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Astr0

Patents in the games industry?

4 posts in this topic

Hello

You always read about the big patent fights between software/hardware companies like Apple and Samsung. But what about patents in the games industry? What are you able to actually take a patent on here? And if your about to create a hopefully commercially successfull game, could other companies patent actually be a problem? I live in Europe and if im not misstaken its illegal to patent software here, while as in the states its legal.

Also, is there any good threads or articles on this?
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[quote name='Astr0' timestamp='1348000127' post='4981393']
if your about to create a hopefully commercially successfull game, could other companies patent actually be a problem?
[/quote]

Yes, definitely. I don't have any links for you offhand, but it should be easy to google and find a bunch of articles.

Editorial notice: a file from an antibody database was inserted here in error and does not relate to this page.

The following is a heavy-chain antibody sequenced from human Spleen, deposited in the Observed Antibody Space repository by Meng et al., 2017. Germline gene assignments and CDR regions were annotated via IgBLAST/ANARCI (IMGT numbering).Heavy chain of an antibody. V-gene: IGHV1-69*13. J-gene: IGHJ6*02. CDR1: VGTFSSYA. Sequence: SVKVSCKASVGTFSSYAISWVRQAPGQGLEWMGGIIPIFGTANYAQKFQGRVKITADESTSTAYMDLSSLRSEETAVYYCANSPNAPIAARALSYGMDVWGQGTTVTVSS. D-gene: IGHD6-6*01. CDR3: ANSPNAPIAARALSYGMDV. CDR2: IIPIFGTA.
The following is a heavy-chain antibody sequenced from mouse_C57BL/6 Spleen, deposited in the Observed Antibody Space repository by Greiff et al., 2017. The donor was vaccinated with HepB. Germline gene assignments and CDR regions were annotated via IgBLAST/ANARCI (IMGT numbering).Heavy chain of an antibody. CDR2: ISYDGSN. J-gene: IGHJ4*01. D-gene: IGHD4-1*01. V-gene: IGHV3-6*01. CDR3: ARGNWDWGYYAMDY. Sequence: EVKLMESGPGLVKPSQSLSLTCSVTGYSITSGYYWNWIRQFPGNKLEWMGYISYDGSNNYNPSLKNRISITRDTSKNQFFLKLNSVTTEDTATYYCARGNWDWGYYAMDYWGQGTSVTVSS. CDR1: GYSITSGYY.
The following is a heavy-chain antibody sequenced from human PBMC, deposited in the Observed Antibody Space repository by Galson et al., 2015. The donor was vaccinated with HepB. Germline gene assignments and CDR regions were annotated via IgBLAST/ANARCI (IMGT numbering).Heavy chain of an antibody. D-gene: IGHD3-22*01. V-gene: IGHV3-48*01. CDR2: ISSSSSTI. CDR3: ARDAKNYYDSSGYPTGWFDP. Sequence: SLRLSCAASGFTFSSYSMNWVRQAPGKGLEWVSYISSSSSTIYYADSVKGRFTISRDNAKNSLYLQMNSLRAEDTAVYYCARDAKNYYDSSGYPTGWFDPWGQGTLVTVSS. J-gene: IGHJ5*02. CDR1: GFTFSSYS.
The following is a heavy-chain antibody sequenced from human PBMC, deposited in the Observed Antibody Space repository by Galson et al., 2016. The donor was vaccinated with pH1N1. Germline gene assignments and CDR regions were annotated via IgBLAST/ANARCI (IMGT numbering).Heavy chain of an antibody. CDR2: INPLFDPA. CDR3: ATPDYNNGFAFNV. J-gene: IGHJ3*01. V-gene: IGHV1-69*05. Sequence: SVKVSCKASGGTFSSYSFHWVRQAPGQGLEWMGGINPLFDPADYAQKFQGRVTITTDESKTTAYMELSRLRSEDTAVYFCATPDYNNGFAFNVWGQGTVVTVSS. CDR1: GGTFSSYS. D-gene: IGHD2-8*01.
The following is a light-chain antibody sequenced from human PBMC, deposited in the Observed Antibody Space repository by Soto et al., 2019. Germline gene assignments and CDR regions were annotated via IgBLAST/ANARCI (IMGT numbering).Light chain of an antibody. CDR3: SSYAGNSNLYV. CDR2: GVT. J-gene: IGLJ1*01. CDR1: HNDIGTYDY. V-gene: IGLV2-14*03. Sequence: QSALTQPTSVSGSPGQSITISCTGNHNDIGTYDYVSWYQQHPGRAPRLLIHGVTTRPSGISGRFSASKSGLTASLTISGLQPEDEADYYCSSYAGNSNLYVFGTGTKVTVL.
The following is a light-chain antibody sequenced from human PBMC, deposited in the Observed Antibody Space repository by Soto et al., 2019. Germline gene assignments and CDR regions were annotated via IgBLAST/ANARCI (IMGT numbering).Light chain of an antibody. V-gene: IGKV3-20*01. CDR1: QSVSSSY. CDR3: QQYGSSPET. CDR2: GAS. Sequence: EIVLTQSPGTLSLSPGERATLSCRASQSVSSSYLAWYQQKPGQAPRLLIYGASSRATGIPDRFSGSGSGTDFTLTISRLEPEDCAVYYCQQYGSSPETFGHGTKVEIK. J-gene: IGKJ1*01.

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One popular example is [url="http://arstechnica.com/uncategorized/2004/07/4048-2/"]Carmack's Reverse[/url]. So yeah, patent issues could be problematic.
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Here's another article: http://www.gamasutra.com/view/feature/1735/the_ten_most_important_video_game_.php

Patents are controversial in games -- it's generally very bad press to be caught trying to shut down your competitors with lawsuits.

off topic --
I read over Creative Labs patent on "Carmack's reverse" recently, and IANAL, but I found that it's claims were very narrow and easily avoided. e.g. by changing the direction of your z-test, or the order of rendering, you can still do "Carmack's reverse"-style "z-fail" stencil shadows, but in a way that's not covered by the patent's claims.
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My favourite game patent is that sega owns the patent of having a floating arrow in a driving game. Which the created as part of a forgettable late 90's game called crazy taxi and from what I've read they have rigorously enforced their ownership of this patent. So next you play a driving game and wished there was a floating arrow pointing you in the right direction you can blame sega.

Which is also the problem with game patents in that developers and designers are more than capable of finding alternatives solutions rather then paying to licence the patent.
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